Economics for Business
Economics for Business, Project 2
Matej Slivonik
Student number: 13228484
Question 1:
In this question the price of seafood is discussed. As was written in the Case Study 1, generally, the most of changes in the price is a response to the changes to demand and supply. Over the times most of the seafood had been becoming more demanded since the more luxurious restaurants started to offer this food as a delicacy for example. A higher demand means logically a higher price. If we are talking about the abalone from our example nowadays it could be considered as a gourmet food, therefore, it is natural that the price has to be higher than the ordinary food. Overall, the higher demand of the abalone caused the higher price of this seafood.

In the case of oysters the situation was similar compared to the development of the Abalone. Throughout 1960 – 1980 raw oysters became more and more demanded; therefore the price was also increasing. Then the selling the oysters has become very profitable business so this caused an increase in a number of producers (higher supply) and according to Gans, King and Mankiw “any change that raises the quantity that sellers wish to produce at a given price shifts the supply curve to the right” that means after the increase of producers in 1980 the price has become steady.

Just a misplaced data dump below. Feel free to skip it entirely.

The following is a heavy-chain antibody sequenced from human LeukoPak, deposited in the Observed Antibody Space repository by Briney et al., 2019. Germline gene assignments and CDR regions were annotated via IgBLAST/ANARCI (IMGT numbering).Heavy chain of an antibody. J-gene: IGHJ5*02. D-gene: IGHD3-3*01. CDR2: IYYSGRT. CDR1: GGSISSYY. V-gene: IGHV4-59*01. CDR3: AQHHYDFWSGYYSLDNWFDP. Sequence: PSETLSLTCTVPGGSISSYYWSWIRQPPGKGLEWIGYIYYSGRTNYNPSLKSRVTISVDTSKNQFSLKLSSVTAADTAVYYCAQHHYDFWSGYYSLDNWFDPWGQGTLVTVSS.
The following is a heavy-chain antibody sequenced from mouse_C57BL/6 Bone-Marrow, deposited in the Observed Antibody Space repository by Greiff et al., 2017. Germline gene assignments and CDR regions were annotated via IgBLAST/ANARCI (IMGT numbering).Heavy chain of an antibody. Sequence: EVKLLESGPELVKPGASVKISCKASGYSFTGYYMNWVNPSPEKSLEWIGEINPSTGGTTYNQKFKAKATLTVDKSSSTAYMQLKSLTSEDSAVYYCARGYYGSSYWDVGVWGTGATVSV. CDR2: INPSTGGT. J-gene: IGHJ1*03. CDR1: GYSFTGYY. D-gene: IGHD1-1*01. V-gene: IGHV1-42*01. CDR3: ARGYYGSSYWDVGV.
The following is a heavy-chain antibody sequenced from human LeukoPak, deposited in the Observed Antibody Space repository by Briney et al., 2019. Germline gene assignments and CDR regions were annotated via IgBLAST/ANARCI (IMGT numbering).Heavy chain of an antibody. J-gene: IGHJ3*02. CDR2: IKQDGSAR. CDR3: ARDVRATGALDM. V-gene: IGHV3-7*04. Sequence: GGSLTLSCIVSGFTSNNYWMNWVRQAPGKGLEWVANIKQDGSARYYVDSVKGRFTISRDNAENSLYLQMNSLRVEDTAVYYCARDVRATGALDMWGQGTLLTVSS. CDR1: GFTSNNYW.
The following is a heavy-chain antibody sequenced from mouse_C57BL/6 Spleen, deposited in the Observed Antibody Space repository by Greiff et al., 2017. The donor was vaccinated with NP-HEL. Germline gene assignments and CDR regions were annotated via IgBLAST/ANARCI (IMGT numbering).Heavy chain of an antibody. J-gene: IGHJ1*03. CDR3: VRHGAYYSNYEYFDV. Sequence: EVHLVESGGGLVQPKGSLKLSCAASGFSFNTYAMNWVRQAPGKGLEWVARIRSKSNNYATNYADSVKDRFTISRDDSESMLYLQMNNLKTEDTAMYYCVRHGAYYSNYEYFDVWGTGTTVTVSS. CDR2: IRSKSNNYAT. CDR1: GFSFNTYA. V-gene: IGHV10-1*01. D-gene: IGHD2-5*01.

In recent years it is observed that oysters have been dying out due to serious illness. This means that the supply is declining so the price on the contrary is increasing.

Question 2:
Yes, it is possible, but this decrease in demand is caused by two different reasons. During 1950 -1975 the price increases then the quantity falls so there is a movement along the demand curve. However, in the second case (Graph 2) 1970 – 2000 there is no change in price but the quantity of the fish sold decreases therefore there is shift in the demand curve.

Graph 1 A movement along the demand curve (source:
Graph 2 A shift in the demand curve (source:
Question 3:
As a result of the regulation there will be smaller supply but no change in demand therefore the supply curve will be shifted to the left → the equilibrium price will raise and the quantity will decline.

Case Study 2
Question 1:

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Price Of Seafood And Case Study. (April 15, 2021). Retrieved from